GOP hopefuls gain edge on Cortez Masto, Sisolak as voters' mood over economy sinks
Price spikes and waning support for President Biden helps buoy Republicans in key midterm election battleground
Nevada’s top Democratic officeholders are trailing Republican rivals for vulnerable seats at the governor’s mansion and U.S. Senate, according to a Suffolk University/Reno Gazette Journal poll released on Tuesday.
The early April survey of 500 likely midterm election voters counts among the first to show how far U.S. Sen. Catherine Cortez Masto and Gov. Steve Sisolak might sink under the weight of rising gas prices and inflation.
The latter issue, respondents said, was by far the most important on their minds, followed by jobs and the state of the economy. Only 35% of those polled approved of President Joe Biden’s job performance — 6 percentage points below the first-term Democrat’s already dismal nationwide approval rating.
Analysis: Meet the top two Republican contenders looking to face Sen. Catherine Cortez Masto
All of which helps explain why Cortez Masto and Sisolak are now polling behind candidates once considered long-shots to take their jobs.
Cortez Masto lost both of the survey’s head-to-head challenges against Republican favorites Adam Laxalt and Sam Brown, despite heavily outspending them on the campaign trail.
Brown, a U.S. Army veteran and newcomer on the Nevada campaign scene, topped Cortez Masto by less than 1 percentage point. Laxalt, Nevada’s former attorney general, was favored by a roughly 3 percent margin. Both are within the poll's margin of error of 4.4 percent.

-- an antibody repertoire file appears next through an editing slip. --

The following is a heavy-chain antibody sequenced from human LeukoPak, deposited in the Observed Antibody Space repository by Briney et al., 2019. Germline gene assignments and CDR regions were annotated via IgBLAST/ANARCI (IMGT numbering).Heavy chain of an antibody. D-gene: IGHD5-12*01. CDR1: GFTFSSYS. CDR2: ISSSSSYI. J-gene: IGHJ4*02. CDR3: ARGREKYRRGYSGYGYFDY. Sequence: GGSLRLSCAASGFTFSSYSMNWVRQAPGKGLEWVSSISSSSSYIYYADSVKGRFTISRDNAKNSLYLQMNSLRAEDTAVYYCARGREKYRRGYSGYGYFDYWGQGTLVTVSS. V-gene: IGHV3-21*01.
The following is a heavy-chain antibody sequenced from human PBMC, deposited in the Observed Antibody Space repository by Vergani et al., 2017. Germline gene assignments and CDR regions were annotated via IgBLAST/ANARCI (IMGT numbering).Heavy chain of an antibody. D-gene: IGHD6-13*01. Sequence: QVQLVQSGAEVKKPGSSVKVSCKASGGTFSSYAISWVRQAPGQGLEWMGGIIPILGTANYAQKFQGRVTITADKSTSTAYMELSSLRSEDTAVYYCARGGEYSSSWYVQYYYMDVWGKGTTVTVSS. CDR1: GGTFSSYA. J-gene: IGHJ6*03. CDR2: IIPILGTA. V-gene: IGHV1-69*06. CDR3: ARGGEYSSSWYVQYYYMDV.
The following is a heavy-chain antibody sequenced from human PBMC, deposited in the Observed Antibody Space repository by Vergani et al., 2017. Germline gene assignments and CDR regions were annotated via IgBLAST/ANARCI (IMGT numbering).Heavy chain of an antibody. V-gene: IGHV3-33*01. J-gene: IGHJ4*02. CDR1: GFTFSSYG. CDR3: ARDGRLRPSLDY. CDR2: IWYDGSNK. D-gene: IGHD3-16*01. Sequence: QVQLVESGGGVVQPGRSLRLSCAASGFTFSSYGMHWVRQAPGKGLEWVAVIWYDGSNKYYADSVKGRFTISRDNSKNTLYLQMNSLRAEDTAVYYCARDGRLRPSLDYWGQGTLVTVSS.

“Any time an incumbent polls under 50%, he or she is deemed vulnerable because they are established brands,” said David Paleologos, director of the Suffolk University Political Research Center in Boston. “Moreover, when incumbents poll at or below 40% it is much worse, because it is very difficult to convince undecideds to vote for you when they remain undecided despite telling us that they are very interested in voting in this election.”
Pollsters painted a similar picture in Sisolak’s race, where the first-term Democrat is underwater against three of five top GOP contenders for his job.
That list includes North Las Vegas Mayor John Lee, a recent Republican convert who is yet to top 15% support in his own primary election, but managed 40% when pitted against Sisolak.
The incumbent governor tied with ex-U.S. Sen. Dean Heller at 39% and lost to Clark County Sheriff Joe Lombardo, the longtime front-runner for the GOP’s gubernatorial nomination, 39% to 37%.
Poll respondents did opt for Sisolak when presented with ex-boxer Joey Gilbert, a Reno-based criminal defense attorney considered a fringe hopeful in the Republican primary race. Sisolak also managed a 12-point win in a hypothetical race against Republican venture capitalist Guy Nohra, another outsider bet for the nomination.
Almost all of those gaps fell well within the poll’s 4.4 percentage point margin of error, offering some hope to Democratic campaigns anchored by Biden’s failure to curb inflation and ease pain at the pump.
Nevadans' outlook is grim
But that’s about where the good news stops for Democratic incumbents.
Around 50% of those surveyed said the Silver State is on the wrong track — almost double the tally who said so in September 2018. Roughly the same proportion said they wanted their vote to change the way Biden was taking the country.
Some 40% said their standard of living is worse, and nearly the same share said the state was in poor economic shape.
Related:Sisolak praises economy rebound, promises to not raise taxes in State of the State speech
All of those figures are up by double digits since the last midterm election in 2018, when Democrats rode a blue wave into a near-supermajority at the statehouse, while retaking the governor’s mansion for the first time in two decades.
Few of those elected during that cycle face any real primary election opposition, and can spend the next seven months bracing for the possibility of a red wave in November.
Most campaign experts still consider the races at the top of Nevada's general election ballot to be a toss-up.
James DeHaven is the politics reporter for the Reno Gazette Journal. He covers campaigns, the Nevada Legislature and everything in between. Support his work by subscribing to RGJ.com right here.